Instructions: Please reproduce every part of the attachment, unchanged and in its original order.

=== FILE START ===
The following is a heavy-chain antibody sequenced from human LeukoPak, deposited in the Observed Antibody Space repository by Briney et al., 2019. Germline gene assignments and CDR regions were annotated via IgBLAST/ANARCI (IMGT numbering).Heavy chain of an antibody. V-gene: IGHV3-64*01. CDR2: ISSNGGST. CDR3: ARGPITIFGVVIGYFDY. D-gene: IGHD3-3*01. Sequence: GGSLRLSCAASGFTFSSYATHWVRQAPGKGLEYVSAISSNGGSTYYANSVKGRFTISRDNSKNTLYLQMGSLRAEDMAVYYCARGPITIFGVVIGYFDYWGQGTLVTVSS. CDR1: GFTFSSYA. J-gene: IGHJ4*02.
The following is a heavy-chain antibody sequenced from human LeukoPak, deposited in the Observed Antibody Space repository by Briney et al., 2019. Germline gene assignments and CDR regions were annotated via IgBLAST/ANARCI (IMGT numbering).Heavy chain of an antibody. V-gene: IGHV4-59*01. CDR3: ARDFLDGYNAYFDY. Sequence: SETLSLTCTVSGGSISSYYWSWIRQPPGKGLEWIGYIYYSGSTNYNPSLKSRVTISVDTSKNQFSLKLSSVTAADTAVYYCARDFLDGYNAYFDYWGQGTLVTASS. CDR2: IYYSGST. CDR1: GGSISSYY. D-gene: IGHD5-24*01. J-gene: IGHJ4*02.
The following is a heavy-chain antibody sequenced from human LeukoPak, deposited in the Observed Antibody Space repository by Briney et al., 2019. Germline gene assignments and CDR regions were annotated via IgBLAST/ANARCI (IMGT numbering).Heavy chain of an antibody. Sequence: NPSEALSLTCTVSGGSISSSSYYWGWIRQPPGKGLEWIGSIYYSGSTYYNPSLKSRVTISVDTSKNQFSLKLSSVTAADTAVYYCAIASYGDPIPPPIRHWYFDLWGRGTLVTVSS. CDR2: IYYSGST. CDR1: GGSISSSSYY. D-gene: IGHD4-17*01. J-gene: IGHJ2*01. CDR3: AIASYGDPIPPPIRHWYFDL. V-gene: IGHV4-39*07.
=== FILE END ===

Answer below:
The following is a heavy-chain antibody sequenced from human LeukoPak, deposited in the Observed Antibody Space repository by Briney et al., 2019. Germline gene assignments and CDR regions were annotated via IgBLAST/ANARCI (IMGT numbering).Heavy chain of an antibody. V-gene: IGHV3-64*01. CDR2: ISSNGGST. CDR3: ARGPITIFGVVIGYFDY. D-gene: IGHD3-3*01. Sequence: GGSLRLSCAASGFTFSSYATHWVRQAPGKGLEYVSAISSNGGSTYYANSVKGRFTISRDNSKNTLYLQMGSLRAEDMAVYYCARGPITIFGVVIGYFDYWGQGTLVTVSS. CDR1: GFTFSSYA. J-gene: IGHJ4*02.
The following is a heavy-chain antibody sequenced from human LeukoPak, deposited in the Observed Antibody Space repository by Briney et al., 2019. Germline gene assignments and CDR regions were annotated via IgBLAST/ANARCI (IMGT numbering).Heavy chain of an antibody. V-gene: IGHV4-59*01. CDR3: ARDFLDGYNAYFDY. Sequence: SETLSLTCTVSGGSISSYYWSWIRQPPGKGLEWIGYIYYSGSTNYNPSLKSRVTISVDTSKNQFSLKLSSVTAADTAVYYCARDFLDGYNAYFDYWGQGTLVTASS. CDR2: IYYSGST. CDR1: GGSISSYY. D-gene: IGHD5-24*01. J-gene: IGHJ4*02.
The following is a heavy-chain antibody sequenced from human LeukoPak, deposited in the Observed Antibody Space repository by Briney et al., 2019. Germline gene assignments and CDR regions were annotated via IgBLAST/ANARCI (IMGT numbering).Heavy chain of an antibody. Sequence: NPSEALSLTCTVSGGSISSSSYYWGWIRQPPGKGLEWIGSIYYSGSTYYNPSLKSRVTISVDTSKNQFSLKLSSVTAADTAVYYCAIASYGDPIPPPIRHWYFDLWGRGTLVTVSS. CDR2: IYYSGST. CDR1: GGSISSSSYY. D-gene: IGHD4-17*01. J-gene: IGHJ2*01. CDR3: AIASYGDPIPPPIRHWYFDL. V-gene: IGHV4-39*07.